The Salix genus’s trees, shrubs, and willows in the Salicaceae family are mainly native to northern temperate zones. They are prized for their ornamentation, timber, erosion control, and shade. The Salix genus includes about 400 species of deciduous shrubs and trees.
All species have alternating, mostly narrow foliage and male and female catkins on separate trees. Three of the larger willows are black (Salix nigra), brittle or cracked (Salix fragilis), and white (Salix alba), all being 65 feet (20 meters) or more; the former is North American, but the other 2 Eurasians are largely naturalized.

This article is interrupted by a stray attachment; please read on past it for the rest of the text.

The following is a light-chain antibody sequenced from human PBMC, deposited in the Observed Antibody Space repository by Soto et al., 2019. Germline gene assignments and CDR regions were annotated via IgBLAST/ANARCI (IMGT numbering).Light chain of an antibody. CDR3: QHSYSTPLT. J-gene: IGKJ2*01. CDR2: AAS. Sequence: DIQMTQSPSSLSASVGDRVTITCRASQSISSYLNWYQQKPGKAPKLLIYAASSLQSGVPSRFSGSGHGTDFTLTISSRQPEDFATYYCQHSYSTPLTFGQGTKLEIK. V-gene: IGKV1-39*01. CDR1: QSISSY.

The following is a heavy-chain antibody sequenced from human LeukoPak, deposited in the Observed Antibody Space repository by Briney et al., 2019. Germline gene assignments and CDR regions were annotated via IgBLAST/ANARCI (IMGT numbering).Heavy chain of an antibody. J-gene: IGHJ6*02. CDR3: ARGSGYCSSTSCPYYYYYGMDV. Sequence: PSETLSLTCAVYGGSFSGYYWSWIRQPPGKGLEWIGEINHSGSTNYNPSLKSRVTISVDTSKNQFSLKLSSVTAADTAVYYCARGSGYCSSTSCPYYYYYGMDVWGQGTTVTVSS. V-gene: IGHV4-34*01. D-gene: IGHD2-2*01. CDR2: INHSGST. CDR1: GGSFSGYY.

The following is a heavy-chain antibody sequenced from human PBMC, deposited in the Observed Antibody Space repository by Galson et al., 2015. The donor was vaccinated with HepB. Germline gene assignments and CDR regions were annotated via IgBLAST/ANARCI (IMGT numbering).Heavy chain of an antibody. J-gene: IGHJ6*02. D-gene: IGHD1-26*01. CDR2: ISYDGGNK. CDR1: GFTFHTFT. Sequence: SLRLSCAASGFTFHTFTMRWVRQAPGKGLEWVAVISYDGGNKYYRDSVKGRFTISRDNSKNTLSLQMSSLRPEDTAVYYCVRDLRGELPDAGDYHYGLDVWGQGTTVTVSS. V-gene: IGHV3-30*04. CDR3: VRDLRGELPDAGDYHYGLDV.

All of them are common in flatland locations. The Chilean willow (Salix chilensis) is widespread from Chile to Mexico and reaches 18 meters. Columnar willow (Salix chilensis fastigiata) is a particularly common variety in Xochimilco, close to Mexico City.
The flowers come in green and white.